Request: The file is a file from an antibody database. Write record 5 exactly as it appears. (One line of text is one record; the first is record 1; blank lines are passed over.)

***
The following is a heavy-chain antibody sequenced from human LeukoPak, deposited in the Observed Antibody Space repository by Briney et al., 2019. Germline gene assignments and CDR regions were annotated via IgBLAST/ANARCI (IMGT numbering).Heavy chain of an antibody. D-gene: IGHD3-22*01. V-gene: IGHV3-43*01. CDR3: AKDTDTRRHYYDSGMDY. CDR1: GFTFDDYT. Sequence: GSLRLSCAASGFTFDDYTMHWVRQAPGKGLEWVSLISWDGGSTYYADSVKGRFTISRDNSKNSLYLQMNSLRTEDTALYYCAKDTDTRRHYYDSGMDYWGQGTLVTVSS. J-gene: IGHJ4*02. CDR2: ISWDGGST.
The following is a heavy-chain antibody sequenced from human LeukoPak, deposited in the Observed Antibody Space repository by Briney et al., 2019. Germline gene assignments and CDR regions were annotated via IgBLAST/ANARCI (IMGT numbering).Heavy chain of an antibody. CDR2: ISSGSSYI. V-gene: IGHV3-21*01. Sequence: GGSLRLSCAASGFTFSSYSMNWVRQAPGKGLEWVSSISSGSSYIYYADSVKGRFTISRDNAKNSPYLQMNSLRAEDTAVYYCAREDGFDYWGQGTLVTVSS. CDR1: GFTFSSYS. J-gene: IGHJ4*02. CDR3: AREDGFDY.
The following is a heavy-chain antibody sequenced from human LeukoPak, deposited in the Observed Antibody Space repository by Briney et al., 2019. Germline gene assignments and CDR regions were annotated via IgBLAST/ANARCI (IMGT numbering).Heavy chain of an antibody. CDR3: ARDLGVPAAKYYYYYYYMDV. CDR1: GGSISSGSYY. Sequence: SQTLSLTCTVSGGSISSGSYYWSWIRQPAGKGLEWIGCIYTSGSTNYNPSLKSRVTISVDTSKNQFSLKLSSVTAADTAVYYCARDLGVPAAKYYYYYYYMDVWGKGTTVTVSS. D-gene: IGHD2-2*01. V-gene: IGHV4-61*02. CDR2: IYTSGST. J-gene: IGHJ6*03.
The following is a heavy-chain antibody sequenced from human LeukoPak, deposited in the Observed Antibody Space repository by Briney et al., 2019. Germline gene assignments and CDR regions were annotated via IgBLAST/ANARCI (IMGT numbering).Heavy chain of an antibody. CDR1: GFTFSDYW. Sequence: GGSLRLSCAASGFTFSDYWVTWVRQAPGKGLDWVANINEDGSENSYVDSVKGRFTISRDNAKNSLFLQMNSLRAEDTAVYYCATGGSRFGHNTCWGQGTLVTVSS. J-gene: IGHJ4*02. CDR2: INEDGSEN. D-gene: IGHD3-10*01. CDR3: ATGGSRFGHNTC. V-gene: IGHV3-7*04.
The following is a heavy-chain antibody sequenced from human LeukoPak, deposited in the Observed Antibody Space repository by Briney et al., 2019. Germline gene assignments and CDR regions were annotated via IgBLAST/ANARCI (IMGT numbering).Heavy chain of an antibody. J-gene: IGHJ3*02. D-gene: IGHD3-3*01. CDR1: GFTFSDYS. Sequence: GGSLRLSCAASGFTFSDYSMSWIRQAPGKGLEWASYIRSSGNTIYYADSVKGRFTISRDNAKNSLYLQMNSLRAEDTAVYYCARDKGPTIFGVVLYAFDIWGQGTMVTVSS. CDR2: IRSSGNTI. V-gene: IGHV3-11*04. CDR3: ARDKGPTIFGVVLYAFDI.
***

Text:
The following is a heavy-chain antibody sequenced from human LeukoPak, deposited in the Observed Antibody Space repository by Briney et al., 2019. Germline gene assignments and CDR regions were annotated via IgBLAST/ANARCI (IMGT numbering).Heavy chain of an antibody. J-gene: IGHJ3*02. D-gene: IGHD3-3*01. CDR1: GFTFSDYS. Sequence: GGSLRLSCAASGFTFSDYSMSWIRQAPGKGLEWASYIRSSGNTIYYADSVKGRFTISRDNAKNSLYLQMNSLRAEDTAVYYCARDKGPTIFGVVLYAFDIWGQGTMVTVSS. CDR2: IRSSGNTI. V-gene: IGHV3-11*04. CDR3: ARDKGPTIFGVVLYAFDI.